Creating a Global Sustainable Transition<p>How the world recovers from COVID-19's economic damage could help drive a lasting shift in the global energy mix.</p><p>Nearly one-third of Europe's US$2 trillion economic relief package <a href="https://www.bloomberg.com/news/articles/2020-07-21/eu-approves-biggest-green-stimulus-in-history-with-572-billion-plan" target="_blank" rel="noopener noreferrer">involves investments that are also good for the climate</a>. The European Union is also strengthening its 2030 climate targets, though each country's energy and climate plans will be critical for successfully implementing them. The <a href="https://joebiden.com/clean-energy/" target="_blank" rel="noopener noreferrer">Biden plan</a> – including a $2 trillion commitment to developing sustainable energy and infrastructure – is aligned with a global energy transition, but its implementation is also uncertain.</p><p>Once Biden takes office, Kerry will be joining ongoing <a href="https://www.un.org/en/conferences/energy2021/about#:%7E:text=The%20overarching%20goal%20of%20the,2030%20Agenda%20for%20Sustainable%20Development.&text=Accelerate%20delivery%20of%20United%20Nations,related%20issues%20at%20all%20levels." target="_blank" rel="noopener noreferrer">high-level discussions on the energy transition</a> at the U.N. General Assembly and other gatherings of international leaders. With the U.S. no longer obstructing work on climate issues, the G-7 and G-20 have more potential for progress on energy and climate.</p><p>Lots of technical details still need to be worked out, including international trade frameworks and standards that can help countries lower greenhouse gas emissions enough to keep global warming in check. <a href="https://www.carbonpricingleadership.org/what" target="_blank" rel="noopener noreferrer">Carbon pricing</a> and <a href="https://www.csis.org/analysis/how-can-europe-get-carbon-border-adjustment-right" target="_blank" rel="noopener noreferrer">carbon border adjustment taxes</a>, which create incentive for companies to reduce emissions, may be part of it. A consistent and comprehensive set of national energy transition plans will also be needed.</p><p>The global shift to <a href="https://www.irena.org/publications/2019/Jan/A-New-World-The-Geopolitics-of-the-Energy-Transformation" target="_blank">clean energy will also have geopolitical implications for countries and regions</a>, and this will have a profound impact on wider international relations. Kerry, with his experience as secretary of state in the Obama administration, and Biden's plan to make the climate envoy position part of the National Security Council, may help mend these relations. In doing so, the U.S. may again join the wider community of countries willing to lead.</p>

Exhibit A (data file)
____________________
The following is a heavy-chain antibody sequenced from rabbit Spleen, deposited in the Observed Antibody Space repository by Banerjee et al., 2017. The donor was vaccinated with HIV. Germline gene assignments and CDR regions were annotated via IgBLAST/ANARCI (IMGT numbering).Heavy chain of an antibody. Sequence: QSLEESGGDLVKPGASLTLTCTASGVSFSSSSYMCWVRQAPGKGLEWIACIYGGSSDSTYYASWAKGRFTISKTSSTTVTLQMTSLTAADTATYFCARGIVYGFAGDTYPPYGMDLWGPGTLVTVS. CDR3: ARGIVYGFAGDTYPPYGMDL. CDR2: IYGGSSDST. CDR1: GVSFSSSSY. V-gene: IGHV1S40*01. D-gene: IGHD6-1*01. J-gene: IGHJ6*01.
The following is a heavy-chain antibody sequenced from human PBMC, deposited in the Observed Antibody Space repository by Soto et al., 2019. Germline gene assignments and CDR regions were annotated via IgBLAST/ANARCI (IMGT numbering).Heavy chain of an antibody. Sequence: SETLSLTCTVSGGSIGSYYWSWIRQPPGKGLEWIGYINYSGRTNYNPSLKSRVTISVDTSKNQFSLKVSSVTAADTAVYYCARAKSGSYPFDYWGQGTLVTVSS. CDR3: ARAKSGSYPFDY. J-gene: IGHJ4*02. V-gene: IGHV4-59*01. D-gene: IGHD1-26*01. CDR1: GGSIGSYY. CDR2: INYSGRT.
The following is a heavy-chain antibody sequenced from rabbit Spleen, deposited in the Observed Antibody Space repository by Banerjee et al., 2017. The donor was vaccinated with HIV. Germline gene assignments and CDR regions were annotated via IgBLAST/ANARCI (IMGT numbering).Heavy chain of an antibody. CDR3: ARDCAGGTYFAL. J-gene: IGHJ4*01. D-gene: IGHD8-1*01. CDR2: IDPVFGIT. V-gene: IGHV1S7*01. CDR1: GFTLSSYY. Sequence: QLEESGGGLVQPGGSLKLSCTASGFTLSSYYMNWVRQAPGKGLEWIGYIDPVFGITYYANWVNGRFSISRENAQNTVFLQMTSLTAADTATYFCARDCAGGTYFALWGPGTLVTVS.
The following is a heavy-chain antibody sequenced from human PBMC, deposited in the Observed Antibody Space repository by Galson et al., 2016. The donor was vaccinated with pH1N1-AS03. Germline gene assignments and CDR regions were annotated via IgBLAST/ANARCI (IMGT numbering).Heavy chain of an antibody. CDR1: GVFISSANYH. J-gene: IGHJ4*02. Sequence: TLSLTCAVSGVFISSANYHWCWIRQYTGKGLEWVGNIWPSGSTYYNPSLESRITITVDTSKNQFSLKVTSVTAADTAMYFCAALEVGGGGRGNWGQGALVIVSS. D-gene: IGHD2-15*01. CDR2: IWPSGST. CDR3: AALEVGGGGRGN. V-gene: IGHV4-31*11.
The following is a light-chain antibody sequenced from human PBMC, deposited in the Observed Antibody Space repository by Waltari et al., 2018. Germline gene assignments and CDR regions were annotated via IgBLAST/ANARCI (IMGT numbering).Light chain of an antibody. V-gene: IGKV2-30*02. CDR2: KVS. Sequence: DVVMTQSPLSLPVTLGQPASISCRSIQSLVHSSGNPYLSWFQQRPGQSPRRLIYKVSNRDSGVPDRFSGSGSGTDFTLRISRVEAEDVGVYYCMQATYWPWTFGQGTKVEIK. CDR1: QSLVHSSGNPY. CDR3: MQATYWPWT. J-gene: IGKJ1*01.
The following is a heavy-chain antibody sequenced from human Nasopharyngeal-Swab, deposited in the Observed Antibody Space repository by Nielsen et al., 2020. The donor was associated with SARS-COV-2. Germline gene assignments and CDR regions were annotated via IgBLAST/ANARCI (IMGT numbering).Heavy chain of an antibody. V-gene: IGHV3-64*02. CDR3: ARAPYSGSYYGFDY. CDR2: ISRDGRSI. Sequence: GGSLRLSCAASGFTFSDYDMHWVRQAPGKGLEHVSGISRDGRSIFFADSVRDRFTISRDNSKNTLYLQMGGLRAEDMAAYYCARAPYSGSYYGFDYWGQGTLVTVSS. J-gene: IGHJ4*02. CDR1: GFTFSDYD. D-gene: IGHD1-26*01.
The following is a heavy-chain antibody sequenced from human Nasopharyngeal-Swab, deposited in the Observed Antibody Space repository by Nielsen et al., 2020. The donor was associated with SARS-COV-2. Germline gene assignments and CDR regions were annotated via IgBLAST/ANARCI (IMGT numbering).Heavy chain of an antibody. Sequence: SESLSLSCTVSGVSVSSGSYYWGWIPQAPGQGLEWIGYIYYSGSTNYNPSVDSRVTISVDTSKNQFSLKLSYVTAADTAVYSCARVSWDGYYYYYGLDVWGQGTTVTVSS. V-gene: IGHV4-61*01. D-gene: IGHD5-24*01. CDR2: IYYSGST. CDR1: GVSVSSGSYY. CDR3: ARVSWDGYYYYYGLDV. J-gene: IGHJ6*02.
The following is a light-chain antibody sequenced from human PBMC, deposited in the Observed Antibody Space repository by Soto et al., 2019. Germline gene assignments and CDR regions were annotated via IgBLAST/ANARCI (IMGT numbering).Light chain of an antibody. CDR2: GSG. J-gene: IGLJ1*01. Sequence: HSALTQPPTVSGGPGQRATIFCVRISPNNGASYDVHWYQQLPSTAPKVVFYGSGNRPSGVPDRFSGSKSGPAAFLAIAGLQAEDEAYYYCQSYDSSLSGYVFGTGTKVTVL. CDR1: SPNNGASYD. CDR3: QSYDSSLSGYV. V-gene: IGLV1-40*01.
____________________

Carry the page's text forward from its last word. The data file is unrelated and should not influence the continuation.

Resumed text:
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By Maria Caffrey
As we approach the holidays I, like most people, have been reflecting on everything 2020 has given us (or taken away) while starting to look ahead to 2021.